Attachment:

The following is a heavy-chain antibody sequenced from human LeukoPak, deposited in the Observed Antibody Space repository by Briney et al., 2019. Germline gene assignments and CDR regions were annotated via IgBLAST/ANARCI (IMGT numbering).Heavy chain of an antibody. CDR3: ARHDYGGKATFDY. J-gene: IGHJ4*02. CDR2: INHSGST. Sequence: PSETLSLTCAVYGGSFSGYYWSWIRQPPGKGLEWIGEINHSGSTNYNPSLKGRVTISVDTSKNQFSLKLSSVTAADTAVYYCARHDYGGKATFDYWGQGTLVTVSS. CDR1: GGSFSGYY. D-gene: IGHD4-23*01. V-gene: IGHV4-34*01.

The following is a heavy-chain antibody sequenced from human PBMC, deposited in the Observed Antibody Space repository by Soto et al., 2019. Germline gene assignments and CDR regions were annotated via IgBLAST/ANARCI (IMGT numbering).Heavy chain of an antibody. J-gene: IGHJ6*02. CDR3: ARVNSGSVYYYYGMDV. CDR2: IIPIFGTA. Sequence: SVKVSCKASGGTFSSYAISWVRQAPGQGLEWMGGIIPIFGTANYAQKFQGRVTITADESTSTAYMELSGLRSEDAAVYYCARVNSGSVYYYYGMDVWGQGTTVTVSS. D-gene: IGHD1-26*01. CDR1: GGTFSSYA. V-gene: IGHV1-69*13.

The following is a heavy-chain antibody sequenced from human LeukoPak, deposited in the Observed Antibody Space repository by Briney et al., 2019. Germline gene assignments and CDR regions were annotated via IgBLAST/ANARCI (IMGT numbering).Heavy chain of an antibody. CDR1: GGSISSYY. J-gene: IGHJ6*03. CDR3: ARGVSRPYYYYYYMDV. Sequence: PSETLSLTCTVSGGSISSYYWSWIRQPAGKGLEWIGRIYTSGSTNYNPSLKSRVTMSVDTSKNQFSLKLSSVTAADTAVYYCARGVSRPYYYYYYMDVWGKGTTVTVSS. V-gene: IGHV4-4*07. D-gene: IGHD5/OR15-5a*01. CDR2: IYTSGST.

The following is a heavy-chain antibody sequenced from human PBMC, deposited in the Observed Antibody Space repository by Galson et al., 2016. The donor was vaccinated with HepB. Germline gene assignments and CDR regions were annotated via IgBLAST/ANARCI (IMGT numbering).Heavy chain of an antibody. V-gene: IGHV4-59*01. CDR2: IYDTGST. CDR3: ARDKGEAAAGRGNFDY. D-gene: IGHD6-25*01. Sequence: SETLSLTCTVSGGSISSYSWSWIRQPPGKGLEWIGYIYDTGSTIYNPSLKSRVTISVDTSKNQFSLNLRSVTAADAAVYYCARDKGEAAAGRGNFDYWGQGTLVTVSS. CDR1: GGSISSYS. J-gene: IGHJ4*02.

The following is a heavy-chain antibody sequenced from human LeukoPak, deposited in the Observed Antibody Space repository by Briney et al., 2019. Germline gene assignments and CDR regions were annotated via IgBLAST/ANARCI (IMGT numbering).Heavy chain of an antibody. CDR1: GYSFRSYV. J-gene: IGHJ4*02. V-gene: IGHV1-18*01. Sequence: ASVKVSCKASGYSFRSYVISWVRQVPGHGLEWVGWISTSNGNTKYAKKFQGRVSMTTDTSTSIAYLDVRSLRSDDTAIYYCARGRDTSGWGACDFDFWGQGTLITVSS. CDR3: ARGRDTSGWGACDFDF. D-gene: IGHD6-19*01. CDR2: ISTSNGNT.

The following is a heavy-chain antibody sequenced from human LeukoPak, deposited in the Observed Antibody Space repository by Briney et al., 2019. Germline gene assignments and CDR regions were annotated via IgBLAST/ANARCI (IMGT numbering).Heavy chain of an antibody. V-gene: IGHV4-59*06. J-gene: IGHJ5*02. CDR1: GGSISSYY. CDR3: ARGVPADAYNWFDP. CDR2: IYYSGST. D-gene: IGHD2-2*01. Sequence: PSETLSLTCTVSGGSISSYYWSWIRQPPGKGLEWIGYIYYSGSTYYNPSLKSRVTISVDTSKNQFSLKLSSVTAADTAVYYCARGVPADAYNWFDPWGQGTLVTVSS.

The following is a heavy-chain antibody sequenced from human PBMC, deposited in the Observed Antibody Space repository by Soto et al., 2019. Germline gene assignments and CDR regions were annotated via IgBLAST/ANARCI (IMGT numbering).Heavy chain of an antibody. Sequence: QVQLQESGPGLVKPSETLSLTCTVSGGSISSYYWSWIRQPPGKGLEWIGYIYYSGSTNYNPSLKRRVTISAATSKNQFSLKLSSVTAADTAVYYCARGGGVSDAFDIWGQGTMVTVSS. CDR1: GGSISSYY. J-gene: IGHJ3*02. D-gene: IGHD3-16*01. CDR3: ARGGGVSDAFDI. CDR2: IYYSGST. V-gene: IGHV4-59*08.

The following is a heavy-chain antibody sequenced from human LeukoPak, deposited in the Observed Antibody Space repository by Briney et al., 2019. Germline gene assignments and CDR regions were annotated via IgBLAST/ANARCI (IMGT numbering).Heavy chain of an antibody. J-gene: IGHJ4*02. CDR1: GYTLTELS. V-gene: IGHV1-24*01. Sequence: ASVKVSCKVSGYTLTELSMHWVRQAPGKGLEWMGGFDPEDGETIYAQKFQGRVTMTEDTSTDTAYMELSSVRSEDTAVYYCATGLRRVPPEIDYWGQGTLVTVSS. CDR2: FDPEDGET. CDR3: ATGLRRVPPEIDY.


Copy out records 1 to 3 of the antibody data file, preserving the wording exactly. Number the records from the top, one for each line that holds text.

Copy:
The following is a heavy-chain antibody sequenced from human LeukoPak, deposited in the Observed Antibody Space repository by Briney et al., 2019. Germline gene assignments and CDR regions were annotated via IgBLAST/ANARCI (IMGT numbering).Heavy chain of an antibody. CDR3: ARHDYGGKATFDY. J-gene: IGHJ4*02. CDR2: INHSGST. Sequence: PSETLSLTCAVYGGSFSGYYWSWIRQPPGKGLEWIGEINHSGSTNYNPSLKGRVTISVDTSKNQFSLKLSSVTAADTAVYYCARHDYGGKATFDYWGQGTLVTVSS. CDR1: GGSFSGYY. D-gene: IGHD4-23*01. V-gene: IGHV4-34*01.

The following is a heavy-chain antibody sequenced from human PBMC, deposited in the Observed Antibody Space repository by Soto et al., 2019. Germline gene assignments and CDR regions were annotated via IgBLAST/ANARCI (IMGT numbering).Heavy chain of an antibody. J-gene: IGHJ6*02. CDR3: ARVNSGSVYYYYGMDV. CDR2: IIPIFGTA. Sequence: SVKVSCKASGGTFSSYAISWVRQAPGQGLEWMGGIIPIFGTANYAQKFQGRVTITADESTSTAYMELSGLRSEDAAVYYCARVNSGSVYYYYGMDVWGQGTTVTVSS. D-gene: IGHD1-26*01. CDR1: GGTFSSYA. V-gene: IGHV1-69*13.

The following is a heavy-chain antibody sequenced from human LeukoPak, deposited in the Observed Antibody Space repository by Briney et al., 2019. Germline gene assignments and CDR regions were annotated via IgBLAST/ANARCI (IMGT numbering).Heavy chain of an antibody. CDR1: GGSISSYY. J-gene: IGHJ6*03. CDR3: ARGVSRPYYYYYYMDV. Sequence: PSETLSLTCTVSGGSISSYYWSWIRQPAGKGLEWIGRIYTSGSTNYNPSLKSRVTMSVDTSKNQFSLKLSSVTAADTAVYYCARGVSRPYYYYYYMDVWGKGTTVTVSS. V-gene: IGHV4-4*07. D-gene: IGHD5/OR15-5a*01. CDR2: IYTSGST.